GAY: Well, he didn't necessarily set the tone. The tone was already there. He basically sharpened that. I mean, that -- what he brought was really -- he clarified the division, let's say.


KURTZ: You say the tone was already there, but Fox News was certainly, in its nighttime opinion programming, aggressively conservative.

GAY: Absolutely.

KURTZ: MSNBC was not the liberal alternative that it is today.

GAY: Absolutely. That's absolutely right. And it's now leaned forward.

And now they've sort of -- you know, Keith has chewed off (ph) a lot of legs, and he's chewed on a lot of legs, including -- Hillary Clinton he went after. He's sort of an equal opportunity offender to a great deal.

I mean, he told President Bush to shut the hell up on the air. It was astounding.

He's sometimes afflicted with logorrhea, no doubt about it. But he's also sort of a bit of an actor to an extent. I think he believes it in the more flagrant your rhetoric, the greater attention you're going to get. And I think to a large extent, he really sharpened those boundaries, and he sharpened them very, very well.

HALL: I want to say one thing since I've been supportive of him. I think that some people on Fox had more people who disagreed with him on the air than Keith Olbermann did.

KURTZ: Well, I've talked to him about this every time I interviewed him.

HALL: I think he was pretty narrow, and therefore he left them open to the moral equivalence that people have been drawing.

KURTZ: Well, I mean, let's be careful here. But, I mean, he did put on an hour which was very popular with his most passionate fans on the left, but which basically he did not invite guests who disagreed with him. And so there was a certain element of preaching to the choir.

SHUSTER: Well, in part because most of the guests that he had on were journalists. I mean, he was interested --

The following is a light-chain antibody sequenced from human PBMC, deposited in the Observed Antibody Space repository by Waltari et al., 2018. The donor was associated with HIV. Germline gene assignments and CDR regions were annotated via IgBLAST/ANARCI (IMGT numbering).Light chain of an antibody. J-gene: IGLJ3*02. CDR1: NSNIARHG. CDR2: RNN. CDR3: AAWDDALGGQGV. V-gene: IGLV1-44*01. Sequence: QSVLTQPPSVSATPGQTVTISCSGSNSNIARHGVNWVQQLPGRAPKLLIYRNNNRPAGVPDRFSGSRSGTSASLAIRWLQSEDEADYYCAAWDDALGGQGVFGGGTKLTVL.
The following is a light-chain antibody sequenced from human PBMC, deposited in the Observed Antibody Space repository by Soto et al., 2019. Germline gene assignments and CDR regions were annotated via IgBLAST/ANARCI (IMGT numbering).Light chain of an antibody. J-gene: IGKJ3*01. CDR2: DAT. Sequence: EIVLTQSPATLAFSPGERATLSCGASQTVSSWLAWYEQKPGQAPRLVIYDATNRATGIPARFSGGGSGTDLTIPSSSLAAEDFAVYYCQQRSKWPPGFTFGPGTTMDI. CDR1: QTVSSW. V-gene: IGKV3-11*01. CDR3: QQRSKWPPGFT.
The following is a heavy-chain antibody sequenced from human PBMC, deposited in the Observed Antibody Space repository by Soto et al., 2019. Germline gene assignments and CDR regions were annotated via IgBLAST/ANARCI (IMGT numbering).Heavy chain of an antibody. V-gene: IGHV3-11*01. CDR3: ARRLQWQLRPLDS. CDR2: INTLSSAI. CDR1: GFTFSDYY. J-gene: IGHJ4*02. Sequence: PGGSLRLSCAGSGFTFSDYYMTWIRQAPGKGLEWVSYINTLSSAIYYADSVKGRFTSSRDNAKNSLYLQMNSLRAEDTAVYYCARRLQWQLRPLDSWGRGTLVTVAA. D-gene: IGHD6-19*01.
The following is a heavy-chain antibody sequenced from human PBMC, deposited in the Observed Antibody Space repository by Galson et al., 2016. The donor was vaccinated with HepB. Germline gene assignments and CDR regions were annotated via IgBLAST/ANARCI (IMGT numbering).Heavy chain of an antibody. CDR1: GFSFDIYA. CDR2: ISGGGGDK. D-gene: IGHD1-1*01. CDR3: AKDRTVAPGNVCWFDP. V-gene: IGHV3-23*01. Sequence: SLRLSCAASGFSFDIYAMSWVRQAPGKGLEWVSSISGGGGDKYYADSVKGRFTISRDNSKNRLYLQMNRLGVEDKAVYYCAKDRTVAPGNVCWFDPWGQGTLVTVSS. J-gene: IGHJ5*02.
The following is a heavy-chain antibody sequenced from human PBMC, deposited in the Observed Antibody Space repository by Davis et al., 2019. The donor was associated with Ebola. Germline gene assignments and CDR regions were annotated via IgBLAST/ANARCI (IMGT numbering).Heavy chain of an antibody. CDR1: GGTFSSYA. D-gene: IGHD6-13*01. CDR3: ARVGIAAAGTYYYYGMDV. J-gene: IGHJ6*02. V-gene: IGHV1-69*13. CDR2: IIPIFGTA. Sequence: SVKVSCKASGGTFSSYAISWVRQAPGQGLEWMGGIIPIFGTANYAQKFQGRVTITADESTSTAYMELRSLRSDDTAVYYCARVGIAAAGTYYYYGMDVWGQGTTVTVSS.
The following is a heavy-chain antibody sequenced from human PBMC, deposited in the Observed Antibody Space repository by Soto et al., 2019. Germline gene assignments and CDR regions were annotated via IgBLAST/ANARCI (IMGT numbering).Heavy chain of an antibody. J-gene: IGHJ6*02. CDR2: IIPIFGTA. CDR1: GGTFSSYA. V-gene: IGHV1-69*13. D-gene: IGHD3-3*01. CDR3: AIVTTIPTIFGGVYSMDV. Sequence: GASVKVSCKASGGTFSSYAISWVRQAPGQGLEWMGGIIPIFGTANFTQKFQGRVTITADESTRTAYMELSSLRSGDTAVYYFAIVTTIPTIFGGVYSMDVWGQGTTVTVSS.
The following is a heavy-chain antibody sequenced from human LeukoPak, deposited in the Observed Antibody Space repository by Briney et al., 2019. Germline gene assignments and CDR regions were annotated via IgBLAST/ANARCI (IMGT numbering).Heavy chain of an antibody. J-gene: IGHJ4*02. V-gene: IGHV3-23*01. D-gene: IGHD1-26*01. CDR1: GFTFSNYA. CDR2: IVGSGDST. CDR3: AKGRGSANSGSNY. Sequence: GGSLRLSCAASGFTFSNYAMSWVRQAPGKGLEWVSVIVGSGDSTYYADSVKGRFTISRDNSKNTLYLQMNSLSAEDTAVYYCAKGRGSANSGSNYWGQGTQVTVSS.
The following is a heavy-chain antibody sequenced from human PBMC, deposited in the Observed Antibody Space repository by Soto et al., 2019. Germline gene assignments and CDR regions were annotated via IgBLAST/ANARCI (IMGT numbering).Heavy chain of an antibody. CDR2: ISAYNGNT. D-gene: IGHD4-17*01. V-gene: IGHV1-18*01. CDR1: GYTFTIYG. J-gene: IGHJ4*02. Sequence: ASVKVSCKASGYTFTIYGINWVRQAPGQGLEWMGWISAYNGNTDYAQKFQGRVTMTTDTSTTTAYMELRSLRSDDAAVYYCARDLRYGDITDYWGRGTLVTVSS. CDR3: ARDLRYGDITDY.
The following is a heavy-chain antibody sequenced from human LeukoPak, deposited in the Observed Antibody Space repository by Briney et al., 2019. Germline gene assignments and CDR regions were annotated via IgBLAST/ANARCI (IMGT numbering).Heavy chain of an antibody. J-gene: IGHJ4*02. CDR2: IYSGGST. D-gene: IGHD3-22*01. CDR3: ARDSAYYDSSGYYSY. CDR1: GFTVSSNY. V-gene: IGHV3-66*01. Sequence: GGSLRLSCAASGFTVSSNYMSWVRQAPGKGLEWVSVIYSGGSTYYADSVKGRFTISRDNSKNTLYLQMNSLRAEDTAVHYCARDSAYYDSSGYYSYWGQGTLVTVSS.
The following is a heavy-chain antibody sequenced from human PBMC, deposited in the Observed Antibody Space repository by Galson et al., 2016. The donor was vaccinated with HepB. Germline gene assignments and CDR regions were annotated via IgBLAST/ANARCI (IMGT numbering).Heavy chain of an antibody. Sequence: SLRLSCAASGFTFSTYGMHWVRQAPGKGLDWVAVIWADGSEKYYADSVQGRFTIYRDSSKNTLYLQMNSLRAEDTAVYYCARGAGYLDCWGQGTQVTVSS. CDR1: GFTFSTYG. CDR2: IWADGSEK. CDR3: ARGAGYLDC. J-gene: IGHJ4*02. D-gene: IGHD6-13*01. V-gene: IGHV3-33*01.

HALL: And they all agreed with him.

SHUSTER: -- in getting people on who provided information in a factual base to sort of set up Keith's analysis.

KURTZ: But many of them were liberal columnists, too.

HALL: Yes. They were more columnists than --

SHUSTER: There were some, but --


ZURAWIK: Howie, I just want to make one point about --

SHUSTER: But it was a very different type of show though than what Hannity or O'Reilly have been doing.

ZURAWIK: I don't agree with him being a poetic voice for the left and all of the things that were said. What I am upset about is the recklessness he exhibited.

When people say, oh, he was a little over the top, and, oh, he was a little bit too much, no. That is dangerous. That is the dangerous kind of rhetoric we have.

And NBC News is absolutely right to say this does not belong on our airwaves, we're going to dial it back. And that's what's happening here. You watch how fast Maddow and all of the rest of them dial it back in a week.

SHUSTER: Well, David, that may be true, that, in fact, NBC News want to put a certain set of journalistic standards on MSNBC, and a lot of people will cheer them on to do that, including people at MSNBC who respect Steve Capus.

However, there are journalistic standards on many of these shows on Fox News. With the exception of a couple of new shows, Bill O'Reilly, Sean Hannity, Glenn Beck, they don't even attempt to subscribe to the journalistic principles that --


KURTZ: He said except for some news shows.

Let me follow up with you, David, because you worked at MSNBC for a long time. A bit of full disclosure, you got into a dispute with management and you were taken off the year last year, and your contract has run out. Right?

SHUSTER: It has.


What are you hearing from your former colleagues? Is there anything that we haven't heard beyond Olbermann perhaps sometimes going over the top, Olbermann being in a virtual state of war with the top executives and NBC and MSNBC? Is there any other factor here that may have led him to jump even as maybe he was getting a gentle nudge?

SHUSTER: Well, a couple of things. I mean, all the staff that I have spoken with have suggested that this whole event of him giving donations and the reaction to him being pulled off the air was a much bigger story than people think. Not so much in terms of how MSNBC and NBC executives viewed Keith, but in terms of how much Keith viewed his own sort of following.